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The quest for justice for victims of Blacklisting is not over

4 min read

Ahead of his Westminster Hall debate today, Labour MP Chuka Umunna renews his demand for a public inquiry into victims of blacklisting.


Back in 2013 I led an Opposition Day debate in the House of Commons on blacklisting – the secretive, insidious and shady practice of sharing information on trade unionist and workers, and discriminating on them based on that information.

For me this was not, and is not, a party political issue – it is an issue of justice. It is a matter of correcting a gross injustice done to hard working people who have built Britain, who asked for nothing more than the chance of secure employment in order to provide for their families. 
 
Blacklisting involves systematically compiling information on workers which is then used by employers or recruiters to discriminate against them and deny them employment. This is not because of their skills or ability to do the job but for other more sinister reasons, such as simply raising health and safety issues, being a member of a political party, or being an active trade union member. 
 
The extent of blacklisting activity in the construction sector was exposed for all to see following a raid carried out by the Information Commissioner’s Office in 2009 on the offices of a shadowy organisation called the Consulting Association which as bank rolled by the UK's major construction companies.  

Trade unions including Unite and GMB, of which I am both proudly a member, have also unearthed a huge amount of evidence, along with the Blacklisting Support Group on its activities.
 
We know that blacklisting checks were carried out on workers who were to be employed on publicly funded projects, ranging from airport runways, buildings such as the Ministry of Defence in Whitehall, GCHQ, the Jubilee Line, the Millennium Dome, hospitals, schools, Olympics sites, and road contracts.

Blacklisting was also taking place on Crossrail, after it was revealed that a former senior HR manager of a contractor on the project, Ron Barron, was found to have been a regular user and contributor to the Consulting Association’s services.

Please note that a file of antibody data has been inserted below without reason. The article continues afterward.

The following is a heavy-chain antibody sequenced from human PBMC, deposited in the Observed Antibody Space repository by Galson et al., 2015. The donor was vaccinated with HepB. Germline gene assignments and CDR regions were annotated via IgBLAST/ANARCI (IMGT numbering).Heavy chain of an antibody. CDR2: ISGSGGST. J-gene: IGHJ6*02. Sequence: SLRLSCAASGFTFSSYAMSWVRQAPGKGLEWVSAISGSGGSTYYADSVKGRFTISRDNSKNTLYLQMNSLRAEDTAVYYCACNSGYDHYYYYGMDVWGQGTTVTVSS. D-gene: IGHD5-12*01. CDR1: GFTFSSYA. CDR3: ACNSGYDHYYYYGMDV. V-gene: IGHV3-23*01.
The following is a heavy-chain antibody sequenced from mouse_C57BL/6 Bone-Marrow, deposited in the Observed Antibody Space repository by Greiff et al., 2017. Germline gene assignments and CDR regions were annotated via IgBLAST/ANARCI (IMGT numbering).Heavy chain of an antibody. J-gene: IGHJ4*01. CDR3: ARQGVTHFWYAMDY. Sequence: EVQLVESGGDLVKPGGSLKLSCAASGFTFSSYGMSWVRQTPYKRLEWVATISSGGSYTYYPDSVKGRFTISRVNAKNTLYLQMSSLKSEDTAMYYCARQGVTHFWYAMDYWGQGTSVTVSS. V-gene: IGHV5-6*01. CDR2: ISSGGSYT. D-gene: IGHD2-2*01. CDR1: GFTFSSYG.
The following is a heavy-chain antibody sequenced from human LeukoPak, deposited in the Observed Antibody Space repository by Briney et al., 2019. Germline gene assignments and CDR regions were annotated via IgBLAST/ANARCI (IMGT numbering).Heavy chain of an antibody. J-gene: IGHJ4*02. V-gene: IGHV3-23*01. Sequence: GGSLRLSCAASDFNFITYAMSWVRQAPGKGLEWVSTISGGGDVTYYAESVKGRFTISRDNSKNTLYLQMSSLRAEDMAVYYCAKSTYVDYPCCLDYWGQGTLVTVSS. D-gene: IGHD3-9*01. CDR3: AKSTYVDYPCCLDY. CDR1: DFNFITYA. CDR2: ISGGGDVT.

Beyond blacklist checks being made on workers on public sector projects, David Clancy, the Information Commissioner’s Investigations Manager who carried out the raid in 2009, has made very serious allegations in relation to the police and security services and their complicity in what was going on.

When giving evidence to the Scottish Affairs Select Committee Mr Clancy – a former police officer – said he believed that some of the information held by the Consulting Association would have come from the police or security services, based on the nature of the information held.  

For example, one file contained an in-depth analysis of an individual’s home circumstances and what his neighbours thought about them. Having seen examples of some of the records myself, it is clear that they contained information based on surveillance away from construction sites, so it seems unlikely that such information could have come exclusively from construction firms.
 
I called for a full public inquiry into this whole affair in 2013 and saw to it that a commitment to hold one was in Labour's 2015 manifesto, but we have seen little action from the Government on this. So I will use the debate I am leading in Westminster Hall today to once again call for a full public inquiry into blacklisting in public sector construction projects, which must also consider the role of the police and other public authorities.  Those who have been the targets and victims of blacklisting deserve nothing less.  

Moreover, we cannot say with confidence these practices are not continuing - in face many fear that they are, and that is why we must act. I will also be calling for the Government to strengthen the law preventing blacklisting from happening. Families deserve security, and the knowledge that they will not be systematically denied work, forced out of an industry and have their lives torn apart.

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